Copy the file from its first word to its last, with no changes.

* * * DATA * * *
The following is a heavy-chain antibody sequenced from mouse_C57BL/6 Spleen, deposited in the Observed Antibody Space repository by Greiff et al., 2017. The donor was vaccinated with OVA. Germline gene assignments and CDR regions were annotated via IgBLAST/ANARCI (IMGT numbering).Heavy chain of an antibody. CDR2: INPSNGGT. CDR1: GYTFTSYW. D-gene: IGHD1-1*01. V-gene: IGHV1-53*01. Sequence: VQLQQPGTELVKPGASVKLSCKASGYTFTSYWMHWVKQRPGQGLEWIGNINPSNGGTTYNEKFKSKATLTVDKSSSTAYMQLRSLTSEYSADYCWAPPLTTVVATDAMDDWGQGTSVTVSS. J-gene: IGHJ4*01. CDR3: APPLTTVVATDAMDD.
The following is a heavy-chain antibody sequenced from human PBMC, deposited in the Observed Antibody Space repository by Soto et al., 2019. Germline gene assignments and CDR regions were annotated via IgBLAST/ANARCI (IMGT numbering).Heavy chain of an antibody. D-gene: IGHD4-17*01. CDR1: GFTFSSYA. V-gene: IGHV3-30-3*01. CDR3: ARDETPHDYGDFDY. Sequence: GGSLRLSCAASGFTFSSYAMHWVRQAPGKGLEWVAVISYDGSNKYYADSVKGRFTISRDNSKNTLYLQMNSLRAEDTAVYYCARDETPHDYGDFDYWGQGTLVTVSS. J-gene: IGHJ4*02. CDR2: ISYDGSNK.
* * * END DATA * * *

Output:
The following is a heavy-chain antibody sequenced from mouse_C57BL/6 Spleen, deposited in the Observed Antibody Space repository by Greiff et al., 2017. The donor was vaccinated with OVA. Germline gene assignments and CDR regions were annotated via IgBLAST/ANARCI (IMGT numbering).Heavy chain of an antibody. CDR2: INPSNGGT. CDR1: GYTFTSYW. D-gene: IGHD1-1*01. V-gene: IGHV1-53*01. Sequence: VQLQQPGTELVKPGASVKLSCKASGYTFTSYWMHWVKQRPGQGLEWIGNINPSNGGTTYNEKFKSKATLTVDKSSSTAYMQLRSLTSEYSADYCWAPPLTTVVATDAMDDWGQGTSVTVSS. J-gene: IGHJ4*01. CDR3: APPLTTVVATDAMDD.
The following is a heavy-chain antibody sequenced from human PBMC, deposited in the Observed Antibody Space repository by Soto et al., 2019. Germline gene assignments and CDR regions were annotated via IgBLAST/ANARCI (IMGT numbering).Heavy chain of an antibody. D-gene: IGHD4-17*01. CDR1: GFTFSSYA. V-gene: IGHV3-30-3*01. CDR3: ARDETPHDYGDFDY. Sequence: GGSLRLSCAASGFTFSSYAMHWVRQAPGKGLEWVAVISYDGSNKYYADSVKGRFTISRDNSKNTLYLQMNSLRAEDTAVYYCARDETPHDYGDFDYWGQGTLVTVSS. J-gene: IGHJ4*02. CDR2: ISYDGSNK.